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News County contracts out to evaluate payroll and job descriptions

A comprehensive job classification and payroll study has been authorized by the Macon County Board of Commissioners and the project is set to begin this month. County administrators contracted out to Springsted Incorporated, a highly touted firm closely associated with the North Carolina Association of County Commissioners, to perform the project.

Springsted specializes in human resources and organizational management best practices, and the firm has been advising local governments and public agencies about the latter topics for more than 25 years. Springsted has completed similar studies for Transylvania, Craven, Brunswick, Cabarrus, Camden, Onslow, and Pender counties, just to name a few. The North Carolina League of Municipalities also highly recommends Springsted, as the firm has undertaken similar projects for their organization in the recent past.

“This is a monumental project and we are excited to have Springsted on board,” said County Human Resources Director Mike Decker. “Springsted has been doing this type of work for years, and I think they will help us gauge where we are in terms of county compensation and job classification. This project will touch every employee in some way, and it should bring a thorough, objective approach to these issues that will enable us to use the updated information in next year’s budget process,” he said.

Commissioners decided to look into a payroll and classification study after the 2011-2012 budget process, during which Sheriff Robbie Holland voiced his displeasure about the salaries of the county sheriff’s deputies.

While every county employee received a three percent salary increase in this year’s budget, sheriff’s deputies were given an additional two percent increase. However, Sheriff Holland maintained that the five percent pay increase for the department’s deputies would do little to make their salaries competitive with nearby law enforcement agencies.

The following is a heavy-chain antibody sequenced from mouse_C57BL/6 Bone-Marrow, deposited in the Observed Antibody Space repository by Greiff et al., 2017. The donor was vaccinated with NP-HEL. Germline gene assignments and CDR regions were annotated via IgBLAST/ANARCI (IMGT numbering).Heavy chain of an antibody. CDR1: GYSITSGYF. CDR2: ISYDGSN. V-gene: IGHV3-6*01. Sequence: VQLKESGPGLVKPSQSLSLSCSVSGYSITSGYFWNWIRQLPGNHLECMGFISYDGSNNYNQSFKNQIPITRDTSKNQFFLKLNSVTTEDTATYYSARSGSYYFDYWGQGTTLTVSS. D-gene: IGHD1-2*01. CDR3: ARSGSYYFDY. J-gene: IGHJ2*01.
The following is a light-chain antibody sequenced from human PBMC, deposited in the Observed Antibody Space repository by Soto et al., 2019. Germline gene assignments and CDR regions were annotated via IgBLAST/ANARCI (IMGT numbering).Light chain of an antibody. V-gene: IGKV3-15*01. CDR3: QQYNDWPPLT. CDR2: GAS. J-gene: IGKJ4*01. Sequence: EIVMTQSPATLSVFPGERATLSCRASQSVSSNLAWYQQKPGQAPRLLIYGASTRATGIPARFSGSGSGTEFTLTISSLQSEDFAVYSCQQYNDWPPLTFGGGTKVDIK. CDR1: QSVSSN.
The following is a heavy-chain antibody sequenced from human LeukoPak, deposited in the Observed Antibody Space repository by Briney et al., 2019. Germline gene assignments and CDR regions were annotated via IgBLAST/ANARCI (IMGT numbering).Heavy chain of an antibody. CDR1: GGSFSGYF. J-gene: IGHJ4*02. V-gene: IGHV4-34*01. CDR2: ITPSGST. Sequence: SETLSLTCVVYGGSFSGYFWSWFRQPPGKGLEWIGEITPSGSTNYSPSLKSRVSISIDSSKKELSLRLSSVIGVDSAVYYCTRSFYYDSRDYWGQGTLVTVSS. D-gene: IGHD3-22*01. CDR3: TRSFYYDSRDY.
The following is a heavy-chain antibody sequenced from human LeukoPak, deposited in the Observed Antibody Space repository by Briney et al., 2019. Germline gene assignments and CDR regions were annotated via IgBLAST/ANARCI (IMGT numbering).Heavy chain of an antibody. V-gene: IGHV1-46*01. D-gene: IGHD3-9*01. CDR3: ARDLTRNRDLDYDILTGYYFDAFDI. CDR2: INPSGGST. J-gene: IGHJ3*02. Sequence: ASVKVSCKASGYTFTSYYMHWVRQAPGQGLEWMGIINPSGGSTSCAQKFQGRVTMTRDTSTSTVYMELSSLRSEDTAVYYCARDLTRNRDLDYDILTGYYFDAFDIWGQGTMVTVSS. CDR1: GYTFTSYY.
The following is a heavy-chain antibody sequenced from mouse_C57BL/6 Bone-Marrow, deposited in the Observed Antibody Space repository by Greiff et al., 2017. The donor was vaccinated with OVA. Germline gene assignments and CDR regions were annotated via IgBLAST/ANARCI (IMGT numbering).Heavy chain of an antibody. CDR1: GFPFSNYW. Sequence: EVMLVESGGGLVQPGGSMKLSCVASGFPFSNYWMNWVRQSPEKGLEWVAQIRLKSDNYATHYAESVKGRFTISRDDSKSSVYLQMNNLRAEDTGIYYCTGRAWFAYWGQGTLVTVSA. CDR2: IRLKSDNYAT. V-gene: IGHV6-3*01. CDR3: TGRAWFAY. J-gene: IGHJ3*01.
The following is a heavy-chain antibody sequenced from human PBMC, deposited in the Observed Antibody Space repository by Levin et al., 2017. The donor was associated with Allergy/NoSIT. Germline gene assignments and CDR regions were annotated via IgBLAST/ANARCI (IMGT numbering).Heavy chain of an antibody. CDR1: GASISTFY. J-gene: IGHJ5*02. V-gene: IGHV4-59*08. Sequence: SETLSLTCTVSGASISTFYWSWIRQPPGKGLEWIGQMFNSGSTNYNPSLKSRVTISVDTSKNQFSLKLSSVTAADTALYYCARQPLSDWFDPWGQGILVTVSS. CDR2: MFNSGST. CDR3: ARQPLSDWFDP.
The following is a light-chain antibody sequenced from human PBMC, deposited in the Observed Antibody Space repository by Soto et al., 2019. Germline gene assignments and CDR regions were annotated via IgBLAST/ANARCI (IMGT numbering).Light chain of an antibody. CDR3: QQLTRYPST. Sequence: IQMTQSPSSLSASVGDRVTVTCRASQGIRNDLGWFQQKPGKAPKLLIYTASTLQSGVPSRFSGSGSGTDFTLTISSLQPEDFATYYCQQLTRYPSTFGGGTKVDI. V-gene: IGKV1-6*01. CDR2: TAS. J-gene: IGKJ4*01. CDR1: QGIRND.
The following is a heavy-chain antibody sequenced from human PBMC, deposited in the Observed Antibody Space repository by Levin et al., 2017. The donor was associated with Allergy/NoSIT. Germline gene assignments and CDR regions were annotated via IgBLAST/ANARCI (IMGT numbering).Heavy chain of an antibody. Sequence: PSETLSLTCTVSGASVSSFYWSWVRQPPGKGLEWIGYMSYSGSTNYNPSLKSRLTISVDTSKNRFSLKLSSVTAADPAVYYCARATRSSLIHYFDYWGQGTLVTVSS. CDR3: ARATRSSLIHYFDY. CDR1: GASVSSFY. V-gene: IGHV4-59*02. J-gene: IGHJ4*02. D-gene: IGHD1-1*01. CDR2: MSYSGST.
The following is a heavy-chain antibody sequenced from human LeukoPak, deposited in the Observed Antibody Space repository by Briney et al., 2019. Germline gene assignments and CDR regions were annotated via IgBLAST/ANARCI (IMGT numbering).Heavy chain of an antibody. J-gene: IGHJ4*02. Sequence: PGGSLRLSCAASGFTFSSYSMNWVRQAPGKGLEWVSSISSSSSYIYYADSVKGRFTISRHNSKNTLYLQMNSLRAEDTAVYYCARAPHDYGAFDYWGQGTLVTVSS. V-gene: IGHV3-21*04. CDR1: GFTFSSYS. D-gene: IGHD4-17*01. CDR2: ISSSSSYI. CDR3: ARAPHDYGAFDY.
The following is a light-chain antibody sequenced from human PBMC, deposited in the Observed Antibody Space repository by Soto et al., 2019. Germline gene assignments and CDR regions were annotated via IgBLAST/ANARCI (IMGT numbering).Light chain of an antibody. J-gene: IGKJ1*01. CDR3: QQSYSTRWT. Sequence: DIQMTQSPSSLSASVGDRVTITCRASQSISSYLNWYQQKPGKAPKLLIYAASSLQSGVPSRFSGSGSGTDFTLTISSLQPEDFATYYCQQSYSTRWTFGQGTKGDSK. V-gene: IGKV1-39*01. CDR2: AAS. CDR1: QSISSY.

Responding to Sheriff Holland’s criticism, county commissioners decided to undergo a comprehensive study to analyze and evaluate how the county’s compensation compares to neighboring public organizations in the region.

Commissioner Ronnie Beale noted that with continuing budget cuts, it may not seem practical to spend an additional $30,000 at this time, but was confident that the results of the study will prove financially beneficial in the long run. “I think that it’s a great idea,” said Beale. “This is something we have talked about for years, to do a really comprehensive study, to know where we are at with our employees and the services they are providing our citizens.”

Hypothetically, the county could conduct the study inhouse as salaries of public organizations are a matter of public record, but according to Decker, this type of project is too nuanced and enormous for the county to take on independently.

“Our H.R. staff is simply not big enough and it would be very inefficient for us to do this alone. Also, objectivity becomes an issue if you do this in-house,” said Decker, who also serves as Deputy Clerk to the Board of Commissioners. “Springsted is a highly reputable firm who specializes in doing these types of studies, so they will be able to perform professionally and objectively, which is exactly what we need,” he said.

The study will take approximately 110 to 125 days to complete and will cost an estimated $33,150. County leaders hope Springsted will present their findings to the county by mid- January.

County commissioners needed to pass a budget amendment in order to pay for the study, because the county manager’s office did not anticipate the project prior to the passage of the 2011-2012 fiscal year budget last June. Commissioners approved the necessary budget amendment on August 30.

The county will allocate $7,387.50 as an initial payment for the project and will make two additional monthly payments thereafter. A final payment to Springsted will be made in January, and expenses for the project will not be paid until the project is completed and presented to the county.

Springsted is breaking down the project into seven distinct phases, the most important being data collection and needs assessment, along with job evaluation and compensation plans. The firm will train and advise the county’s H.R. staff with the implementation process as well.

Springsted will use three people to conduct the study. John Anzivino, senior vice president of Springsted, will be the primary contact to the county. The firm will meet with county department heads and individual employees throughout the next few months to gather appropriate information about the county’s workforce, with the end result possibly leading to new job descriptions for some of Macon’s employees.

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